Blogs

Comparing Cultures of Cyber Privacy: US v EU

I tend to identify myself as being a cyber libertarian. A vast majority of the time I will oppose internet regulation and, especially, speech regulation within cyberspace. I think this is important to state up front as it tells you the kind of lens I viewed both the presentation and the European Union Data Protection

New FCC Leadership Sigals a Different approach to Net Neutrality

Its only been a few weeks since new F.C.C. Chair Ajit Pai has taken office, but he’s already signaling a drastically different approach to regulation than his predecessor Tom Wheeler. The first thing that Pai has done is to classify the F.C.C’s net neutrality rules, passed two years ago, as a “mistake.” Net neutrality is

As Trump Considers U-Turn on Emissions Standards, California Floors Hybrid

  This week the Trump administration could announce a formal revisit to the EPA’s vehicle emissions standards, likely reversing rules enacted during the Obama era. These data-driven standards are promulgated jointly by the EPA and the Department of Transportation under the Clean Air Act to control air toxics and greenhouse gas pollution, while considering the

Assault in 200 Characters or Less: is it Possible to Assault Someone with a Tweet?

Online social media websites are frequently used to cyberbully others remotely, making it easier to taunt and send threats as the author hides behind the shield of a screen. In October 2016, a journalist, Kurt Eichenwald, received an animated gif Tweet from a Twitter account. While this sounds like a normal, common Tweet to send,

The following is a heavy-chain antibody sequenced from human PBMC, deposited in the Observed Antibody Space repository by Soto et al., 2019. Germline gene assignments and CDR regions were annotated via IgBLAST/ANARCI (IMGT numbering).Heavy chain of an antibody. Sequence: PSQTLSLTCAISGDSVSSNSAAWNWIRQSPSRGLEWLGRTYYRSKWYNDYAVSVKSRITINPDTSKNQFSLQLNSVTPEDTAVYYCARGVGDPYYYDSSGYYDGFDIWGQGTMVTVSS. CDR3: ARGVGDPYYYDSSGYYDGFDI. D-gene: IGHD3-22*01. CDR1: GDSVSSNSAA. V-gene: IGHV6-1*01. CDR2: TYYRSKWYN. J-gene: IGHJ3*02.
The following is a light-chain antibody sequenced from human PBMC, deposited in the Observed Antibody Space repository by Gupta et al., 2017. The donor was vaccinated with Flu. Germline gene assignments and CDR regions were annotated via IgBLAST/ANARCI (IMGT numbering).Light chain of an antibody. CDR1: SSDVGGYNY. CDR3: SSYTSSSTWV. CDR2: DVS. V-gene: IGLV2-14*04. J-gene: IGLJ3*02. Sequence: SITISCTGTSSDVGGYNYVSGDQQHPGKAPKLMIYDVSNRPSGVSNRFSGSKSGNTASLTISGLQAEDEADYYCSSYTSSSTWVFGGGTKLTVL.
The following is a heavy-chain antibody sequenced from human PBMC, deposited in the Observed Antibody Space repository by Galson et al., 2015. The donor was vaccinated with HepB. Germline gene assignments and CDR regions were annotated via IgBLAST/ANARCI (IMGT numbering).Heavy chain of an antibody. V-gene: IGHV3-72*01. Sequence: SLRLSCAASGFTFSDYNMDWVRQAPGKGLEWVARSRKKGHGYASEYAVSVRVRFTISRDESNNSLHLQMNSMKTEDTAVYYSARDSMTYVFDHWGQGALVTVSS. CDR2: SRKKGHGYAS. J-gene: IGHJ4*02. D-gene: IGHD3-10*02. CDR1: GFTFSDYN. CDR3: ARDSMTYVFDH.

The Quest for Thoughtful Internet Ranting

We are all familiar with an otherwise innocuous news posting that quickly devolves into needless posturing, vulgar language, and personal attacks on the original poster or OP. These rants can be found all over the internet, whether on social media or in the comments sections of the news sites themselves. The sections are populated and

The Realities of Failure to Appear Charges

How many times have you arrived at law school only to realize that you’ve forgotten your case book at home? Or made it all the way back from the grocery store after navigating through mid-afternoon traffic and found that the milk you were supposed to buy wasn’t amongst the other groceries? Everyone has moments of

Trademarks and Open Borders

On Monday February 27, the Supreme Court denied Belmora, LLC’s petition for certiorari regarding territoriality of trademarks. At the heart of the case is the issue of whether a company can use the Lanham Act to enforce trademark rights in a mark used in a foreign country, but not in United States commerce. Currently, three

Re-evaluating Self-Driving Car Guidance and a Need for a Conversation

This past Sunday, Elaine Chao, the new US Transportation Secretary announced that the National Highway Transportation Safety Administration (NHTSA) of the USDOT would be re-evaluating the self-driving vehicle guidance penned under the Obama administration. It is not quite clear what exactly that will entail, but Secretary Chao stated her agency intends to “ensure that